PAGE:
London

Rail industry 'forgetting lessons' of Clapham disaster

Derailed train
Image caption A passenger train came off the tracks just outside Waterloo station and collided with a barrier wagon

A train which derailed partly because of staff errors points towards suggestions that the rail industry has "forgotten" a similar accident which killed 35 people, a report has found.

There was severe disruption at London Waterloo during the accident in 2017.

No-one was hurt, but a report found mistakes made were similar to those which caused a fatal crash at Clapham Junction in 1988.

Network Rail said the Waterloo crash was "a wake-up call".

The report, published by the Rail Accident Investigation Branch (RAIB), found the passenger train was diverted from its intended route because a set of points - movable sections of track which allow trains to transfer from one line to another - were incorrectly positioned due to "uncontrolled wiring" being added to the signalling system.

This happened after a man employed to test the equipment failed to meet expected standards and "did not fully consider the potential consequences" of adding the wiring, the report said.

It said the tester redesigned faulty wiring without having the relevant licence or authority to do so.

Witnesses said he "had a poor understanding of how testing processes interacted with design and installation processes".

'Personal knowledge'

An "underlying factor" in the collision was that Network Rail and its contractors had failed to address the "full requirements" of the staff responsible for the signalling work.

The RAIB found parallels with the Clapham Junction disaster in which three trains collided near the south London station on 12 December 1988, killing 35 people and injuring almost 500 others.

Image copyright PA
Image caption Faulty wiring and an incorrect signal was found to be the cause of the 1988 crash at Clapham Junction

An accident inquiry chaired by Anthony Hidden QC found faulty wiring had caused an incorrect signal to be displayed to a train driver, who was driving into a blind bend and had no chance of stopping.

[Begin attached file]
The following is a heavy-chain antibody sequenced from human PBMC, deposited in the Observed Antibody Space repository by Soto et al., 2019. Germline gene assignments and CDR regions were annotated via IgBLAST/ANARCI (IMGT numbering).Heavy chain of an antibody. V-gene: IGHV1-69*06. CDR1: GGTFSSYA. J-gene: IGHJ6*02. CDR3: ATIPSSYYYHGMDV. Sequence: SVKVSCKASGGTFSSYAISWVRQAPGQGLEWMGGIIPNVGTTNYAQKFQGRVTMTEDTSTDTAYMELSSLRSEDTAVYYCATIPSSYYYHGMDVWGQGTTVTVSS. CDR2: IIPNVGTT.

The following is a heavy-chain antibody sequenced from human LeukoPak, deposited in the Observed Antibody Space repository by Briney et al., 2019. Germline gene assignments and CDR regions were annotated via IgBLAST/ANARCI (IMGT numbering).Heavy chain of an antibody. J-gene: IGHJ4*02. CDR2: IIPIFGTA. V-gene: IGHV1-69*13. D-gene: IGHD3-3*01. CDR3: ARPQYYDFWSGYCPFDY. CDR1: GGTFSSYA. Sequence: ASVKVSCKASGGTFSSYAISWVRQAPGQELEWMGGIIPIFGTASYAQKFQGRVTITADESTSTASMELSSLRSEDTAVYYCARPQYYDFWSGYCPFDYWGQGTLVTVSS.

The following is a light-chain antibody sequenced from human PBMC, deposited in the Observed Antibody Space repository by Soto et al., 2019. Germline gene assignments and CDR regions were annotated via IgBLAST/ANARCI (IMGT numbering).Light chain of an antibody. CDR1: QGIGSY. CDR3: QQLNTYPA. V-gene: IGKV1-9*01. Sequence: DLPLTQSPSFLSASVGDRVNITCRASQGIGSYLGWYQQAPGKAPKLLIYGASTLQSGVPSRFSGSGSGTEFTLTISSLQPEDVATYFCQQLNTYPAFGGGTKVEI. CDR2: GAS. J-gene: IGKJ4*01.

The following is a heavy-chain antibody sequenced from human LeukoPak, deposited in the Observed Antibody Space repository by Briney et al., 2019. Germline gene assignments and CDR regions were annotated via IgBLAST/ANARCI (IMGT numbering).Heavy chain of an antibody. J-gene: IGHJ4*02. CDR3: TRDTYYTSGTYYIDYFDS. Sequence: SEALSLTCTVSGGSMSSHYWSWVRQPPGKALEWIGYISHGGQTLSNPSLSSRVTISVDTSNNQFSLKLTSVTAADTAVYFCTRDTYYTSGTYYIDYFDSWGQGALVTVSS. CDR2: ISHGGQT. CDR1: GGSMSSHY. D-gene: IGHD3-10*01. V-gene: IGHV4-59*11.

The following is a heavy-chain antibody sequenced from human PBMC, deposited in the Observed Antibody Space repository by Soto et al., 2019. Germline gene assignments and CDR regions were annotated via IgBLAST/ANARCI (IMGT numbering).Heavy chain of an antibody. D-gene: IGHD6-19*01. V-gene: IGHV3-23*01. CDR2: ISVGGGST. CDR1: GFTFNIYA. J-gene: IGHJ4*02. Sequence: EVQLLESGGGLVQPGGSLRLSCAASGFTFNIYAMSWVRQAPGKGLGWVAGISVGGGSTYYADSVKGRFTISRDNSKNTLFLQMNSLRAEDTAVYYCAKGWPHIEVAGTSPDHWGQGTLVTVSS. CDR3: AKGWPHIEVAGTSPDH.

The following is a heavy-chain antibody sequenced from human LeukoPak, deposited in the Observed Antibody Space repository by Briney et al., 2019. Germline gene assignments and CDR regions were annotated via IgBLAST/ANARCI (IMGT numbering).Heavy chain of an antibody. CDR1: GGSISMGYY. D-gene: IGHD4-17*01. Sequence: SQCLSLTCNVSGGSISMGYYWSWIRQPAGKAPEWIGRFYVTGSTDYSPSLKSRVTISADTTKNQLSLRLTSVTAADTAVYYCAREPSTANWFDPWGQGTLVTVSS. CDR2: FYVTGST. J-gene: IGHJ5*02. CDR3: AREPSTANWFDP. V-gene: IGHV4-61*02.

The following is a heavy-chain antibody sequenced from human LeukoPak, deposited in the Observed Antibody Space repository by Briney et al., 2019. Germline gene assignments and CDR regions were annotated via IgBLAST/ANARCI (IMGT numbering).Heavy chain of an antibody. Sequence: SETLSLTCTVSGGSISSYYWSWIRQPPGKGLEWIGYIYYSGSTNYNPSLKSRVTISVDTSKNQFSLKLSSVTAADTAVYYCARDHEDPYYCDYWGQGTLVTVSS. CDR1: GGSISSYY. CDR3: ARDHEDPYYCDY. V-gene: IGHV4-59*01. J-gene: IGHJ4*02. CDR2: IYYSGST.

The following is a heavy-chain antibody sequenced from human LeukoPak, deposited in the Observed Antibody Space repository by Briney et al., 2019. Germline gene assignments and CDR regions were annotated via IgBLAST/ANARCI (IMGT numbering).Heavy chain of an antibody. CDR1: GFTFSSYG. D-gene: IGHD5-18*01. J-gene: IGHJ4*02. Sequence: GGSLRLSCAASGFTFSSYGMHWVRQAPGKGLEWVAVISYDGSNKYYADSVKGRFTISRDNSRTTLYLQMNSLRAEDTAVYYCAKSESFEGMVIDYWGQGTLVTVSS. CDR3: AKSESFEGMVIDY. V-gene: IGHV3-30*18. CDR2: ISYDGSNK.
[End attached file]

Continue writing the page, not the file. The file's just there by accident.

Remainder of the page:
Several of the Hidden report's recommendations to reform the way railway signalling is designed, installed and tested in the UK were not followed in the Waterloo incident, according to the RAIB.

The report said: "Events at Waterloo... suggest that some in the railway industry are forgetting the lessons learnt from the 1988 Clapham Junction accident.

"The RAIB is concerned that the need for rigorous application is being forgotten as people with personal knowledge of this tragedy retire or move away from front-line jobs.

"This deep-seated, tacit knowledge is part of the corporate memory vital to achieve safety.

"Loss of this type of knowledge as previous generations leave the industry is a risk which must be addressed by organisations committed to achieving high levels of safety."

The report made safety recommendations, including that Network Rail should improve the knowledge and attitudes needed for signal designers, installers and testers.

A Network Rail spokesman said: "The Waterloo derailment was a wake-up call for us, and our contractors, and highlighted that we can never afford to be complacent when it comes to keeping our passengers and workforce safe.

"The lessons of Waterloo have already been shared across the industry and these recommendations will help further."

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